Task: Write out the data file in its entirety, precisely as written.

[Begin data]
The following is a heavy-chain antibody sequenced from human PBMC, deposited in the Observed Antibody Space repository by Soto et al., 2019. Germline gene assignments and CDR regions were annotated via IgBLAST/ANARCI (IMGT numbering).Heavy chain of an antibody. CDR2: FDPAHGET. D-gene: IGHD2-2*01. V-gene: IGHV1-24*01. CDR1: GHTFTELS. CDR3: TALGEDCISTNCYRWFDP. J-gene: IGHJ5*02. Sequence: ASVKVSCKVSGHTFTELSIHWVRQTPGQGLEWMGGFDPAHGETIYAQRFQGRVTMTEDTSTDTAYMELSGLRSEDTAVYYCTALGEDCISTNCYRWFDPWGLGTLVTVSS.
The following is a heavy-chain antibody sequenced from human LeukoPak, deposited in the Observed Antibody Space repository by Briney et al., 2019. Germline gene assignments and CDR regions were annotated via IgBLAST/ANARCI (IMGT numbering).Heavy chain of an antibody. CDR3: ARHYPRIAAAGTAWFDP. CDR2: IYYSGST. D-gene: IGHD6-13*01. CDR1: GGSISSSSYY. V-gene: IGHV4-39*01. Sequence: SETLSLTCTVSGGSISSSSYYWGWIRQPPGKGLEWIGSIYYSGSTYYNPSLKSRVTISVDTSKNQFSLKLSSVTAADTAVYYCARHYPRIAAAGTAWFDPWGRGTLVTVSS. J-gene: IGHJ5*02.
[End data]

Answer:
The following is a heavy-chain antibody sequenced from human PBMC, deposited in the Observed Antibody Space repository by Soto et al., 2019. Germline gene assignments and CDR regions were annotated via IgBLAST/ANARCI (IMGT numbering).Heavy chain of an antibody. CDR2: FDPAHGET. D-gene: IGHD2-2*01. V-gene: IGHV1-24*01. CDR1: GHTFTELS. CDR3: TALGEDCISTNCYRWFDP. J-gene: IGHJ5*02. Sequence: ASVKVSCKVSGHTFTELSIHWVRQTPGQGLEWMGGFDPAHGETIYAQRFQGRVTMTEDTSTDTAYMELSGLRSEDTAVYYCTALGEDCISTNCYRWFDPWGLGTLVTVSS.
The following is a heavy-chain antibody sequenced from human LeukoPak, deposited in the Observed Antibody Space repository by Briney et al., 2019. Germline gene assignments and CDR regions were annotated via IgBLAST/ANARCI (IMGT numbering).Heavy chain of an antibody. CDR3: ARHYPRIAAAGTAWFDP. CDR2: IYYSGST. D-gene: IGHD6-13*01. CDR1: GGSISSSSYY. V-gene: IGHV4-39*01. Sequence: SETLSLTCTVSGGSISSSSYYWGWIRQPPGKGLEWIGSIYYSGSTYYNPSLKSRVTISVDTSKNQFSLKLSSVTAADTAVYYCARHYPRIAAAGTAWFDPWGRGTLVTVSS. J-gene: IGHJ5*02.